“It’s critically important to provide quality retail and mixed-use amenity for the population that will call these areas home,” she said.
The Laguna development is intended to deliver this amenity all in one go. Richards said, “It’s got a complexity, and it’s got a depth to it as a suburb, as a fully functioning place.”
The precinct will be centred on a tree-lined, pedestrian-orientated high street, to be known as Laguna Drive, which will feature retail, cafe and outdoor dining space.
“We’re trying to raise the bar of what is good public space, of what is a good, exciting, engaging retail environment,” Richards said.
In addition to the retail and hospitality offerings, the project will also feature 10,500 square metres of office space across two buildings designed by Nettleton Tribe.
Richards said it was vital that jobs were created through the development.
“As a complete, masterplanned development…you can actually work there,” she said. “Everyone’s not necessarily driving to Brisbane for work, because there is business there. So, it’s not just a housing development, and that’s an important distinction to make.”
The project is being developed by the George Group in conjunction with Pointcorp.
Construction of the project is planned to commence in early 2018, with completion slated for late 2020.
Originally Published: architectureau.com
Moreton Bay Regional Council makes decision on North Lakes commercial precinct
DEVELOPERS of the proposed Laguna North Lakes commercial precinct will have six years to begin the project after getting council approval today.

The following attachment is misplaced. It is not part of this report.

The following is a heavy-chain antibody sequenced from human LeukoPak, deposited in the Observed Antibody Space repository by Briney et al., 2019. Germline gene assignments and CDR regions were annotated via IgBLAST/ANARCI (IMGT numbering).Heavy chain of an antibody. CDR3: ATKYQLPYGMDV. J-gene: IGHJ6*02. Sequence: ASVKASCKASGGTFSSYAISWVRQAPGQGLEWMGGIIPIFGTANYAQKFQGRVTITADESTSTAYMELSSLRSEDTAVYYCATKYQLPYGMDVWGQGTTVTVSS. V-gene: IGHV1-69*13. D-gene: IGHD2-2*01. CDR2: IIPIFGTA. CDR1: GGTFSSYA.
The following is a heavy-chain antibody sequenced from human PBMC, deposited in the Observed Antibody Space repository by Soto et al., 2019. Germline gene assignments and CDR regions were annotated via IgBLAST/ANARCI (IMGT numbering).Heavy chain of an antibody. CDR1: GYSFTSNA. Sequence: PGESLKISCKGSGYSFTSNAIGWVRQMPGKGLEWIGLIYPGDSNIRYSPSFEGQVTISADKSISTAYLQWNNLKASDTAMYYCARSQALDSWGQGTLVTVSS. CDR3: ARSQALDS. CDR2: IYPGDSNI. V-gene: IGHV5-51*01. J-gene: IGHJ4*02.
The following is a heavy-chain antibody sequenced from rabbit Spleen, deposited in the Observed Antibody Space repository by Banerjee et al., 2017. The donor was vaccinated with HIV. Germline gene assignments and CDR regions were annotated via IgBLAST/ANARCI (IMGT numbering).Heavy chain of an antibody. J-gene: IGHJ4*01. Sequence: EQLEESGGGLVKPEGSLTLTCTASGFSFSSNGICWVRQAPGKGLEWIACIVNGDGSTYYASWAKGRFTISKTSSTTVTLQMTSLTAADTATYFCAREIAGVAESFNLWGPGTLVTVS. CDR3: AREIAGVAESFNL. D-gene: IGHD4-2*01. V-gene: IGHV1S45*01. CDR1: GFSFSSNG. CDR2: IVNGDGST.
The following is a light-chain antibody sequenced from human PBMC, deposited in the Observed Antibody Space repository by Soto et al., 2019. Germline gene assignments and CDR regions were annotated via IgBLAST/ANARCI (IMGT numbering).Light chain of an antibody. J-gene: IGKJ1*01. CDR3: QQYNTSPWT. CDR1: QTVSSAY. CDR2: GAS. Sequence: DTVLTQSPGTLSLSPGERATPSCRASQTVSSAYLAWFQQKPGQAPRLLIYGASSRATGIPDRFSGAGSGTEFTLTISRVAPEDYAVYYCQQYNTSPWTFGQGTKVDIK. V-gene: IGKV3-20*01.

The council this morning adopted a Material Change of Use application for the development at its coordination committee meeting at Strathpine.
The application is for a catering premises, commercial services, convention centre, hotel, indoor recreation, licensed club, occasional market, office, restaurant and shop.
It was lodged by Wolter Consulting Group with the Council listed as the owner of the site, which covers land at 28-40 North Lakes Drive, 10 The Corso and 75 Lakefield Drive.
The application was initially lodged on May 19.
Council planners, in the report to council, said it would be a high-quality mixed-use development.
The proposed development, which would cover the 1.72ha site, would be constructed over four stages, the report stated.
“The proposal seeks to create a unique experience in the North Lakes area, establishing a boutique retail, dining and lifestyle precinct in the heart of North Lakes,” it stated.
“The proposal will contain a total gross floor area of 34,892sq m and consist of five new buildings ranging in height from two storeys up to six storeys.
“The tallest buildings include the hotel and function centre and the commercial office towers (six storeys) which front The Corso and North Lakes Drive respectively.
“The development will be supported by a multi-level basement carpark, which will be integrated with the existing basement carpark situated beneath the existing council library.
“A new laneway (Laguna Drive) is proposed to connect The Corso and Lakefield Drive, internal to the site, which will enhance accessibility for users by providing short-term parking options and passenger set-down.”
The report recommended councillors approve the development, subject to amendments and conditions.
One of the recommended amendments was for a taxi rank set-down area adjacent to the function centre lobby. This would be designed to include either a drop-off/pick-up zone or a dedicated parking bay capable of accommodating a taxi suitable for use by people with disabilities.
The $250 million project first made headlines in December last year when it was announced Pointcorp and the George Group would develop the land, that at the time was being used for car parking.
Mayor Allan Sutherland said at the time the eventual sale price of the land would be $7.7 million and the developers were to pay a $700,000 deposit on a four-year lease.
A leasing campaign to attract retail and commercial tenants was launched in May.
Originally Published: www.couriermail.com.au